FIG. 8 includes a flow diagram that describes a method 800 for changing a game in response to convergent game play, arranged in accordance with at least some embodiments described herein. The method 800 can include the following: “Record Battle Action First Log Data” (block 810); “Record Player Battle Action Second Log Data” (block 812); “Extract Battle Action Patterns” (block 814); “Calculate Percentage Of Player Battles Having The Extracted Battles” (block 816); “Compare Percentage With Threshold” (block 818); and “Change Game” (block 820). The method 800 can be performed alone or in combination with any of the other methods. Here, the game can include a battle game scenario.
  • [0097]
    With combined reference to FIGS. 1 and 8, the method 800 can include recording first log data in the first log database 132, the first log data representing battle actions of the battles in the game for the players 118 (“Record Battle Action First Log Data” block 810). The battle actions can include combinations of keystrokes that are implemented by the players 118 when battling general opponents or a selected type of opponent, such as a level boss or special monster. While it can be useful to record the battle actions for a portion or all battles in the game, a representative portion of battles can be sufficient.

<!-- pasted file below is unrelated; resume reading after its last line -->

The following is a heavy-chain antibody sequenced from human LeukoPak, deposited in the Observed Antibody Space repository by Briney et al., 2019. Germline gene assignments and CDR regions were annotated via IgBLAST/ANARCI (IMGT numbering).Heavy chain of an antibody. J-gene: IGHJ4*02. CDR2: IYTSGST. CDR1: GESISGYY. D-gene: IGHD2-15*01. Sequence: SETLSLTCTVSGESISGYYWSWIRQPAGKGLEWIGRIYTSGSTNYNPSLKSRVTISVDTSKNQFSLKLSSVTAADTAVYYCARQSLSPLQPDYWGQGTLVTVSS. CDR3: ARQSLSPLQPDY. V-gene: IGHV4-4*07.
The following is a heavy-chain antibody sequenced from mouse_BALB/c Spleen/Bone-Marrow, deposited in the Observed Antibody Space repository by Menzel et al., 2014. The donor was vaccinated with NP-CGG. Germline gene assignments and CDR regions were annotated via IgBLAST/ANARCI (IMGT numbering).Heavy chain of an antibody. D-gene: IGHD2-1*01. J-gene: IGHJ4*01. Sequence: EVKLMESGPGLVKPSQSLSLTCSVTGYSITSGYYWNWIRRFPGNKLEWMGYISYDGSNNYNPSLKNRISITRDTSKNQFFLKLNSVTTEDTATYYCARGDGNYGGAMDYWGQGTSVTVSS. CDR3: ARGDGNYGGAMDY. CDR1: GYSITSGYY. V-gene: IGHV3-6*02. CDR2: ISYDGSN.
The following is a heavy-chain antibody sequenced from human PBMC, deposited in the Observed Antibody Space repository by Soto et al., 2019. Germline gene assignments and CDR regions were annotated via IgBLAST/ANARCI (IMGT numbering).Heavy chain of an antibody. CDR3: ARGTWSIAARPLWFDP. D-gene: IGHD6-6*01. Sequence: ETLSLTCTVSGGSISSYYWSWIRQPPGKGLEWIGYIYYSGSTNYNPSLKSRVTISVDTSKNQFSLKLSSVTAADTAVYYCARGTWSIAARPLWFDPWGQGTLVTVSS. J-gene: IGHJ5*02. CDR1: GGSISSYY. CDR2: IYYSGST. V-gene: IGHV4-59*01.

• [0098]
    The method 800 can also include recording second log data in the second log database 134, the second log data representing battle actions of battles in the game for the individual players (“Record Player Battle Action Second Log Data” block 812). The second log database 134 can include data arranged on a per player 118 basis. Here, the second log database 134 can include the battle actions for the players 118 or for each player 118 which may or may not be linked to the battle or opponent for which the battle actions are implemented.
  • [0099]
    The gaming method 800 can include extracting battle action patterns with game actions having co-occurrence probabilities over a co-occurrence probability threshold from the first log database 132 (“Extract Battle Action Patterns” block 814). The co-occurrence probabilities can be based on the co-occurrence of game actions in the battle action patterns in the first log database 132.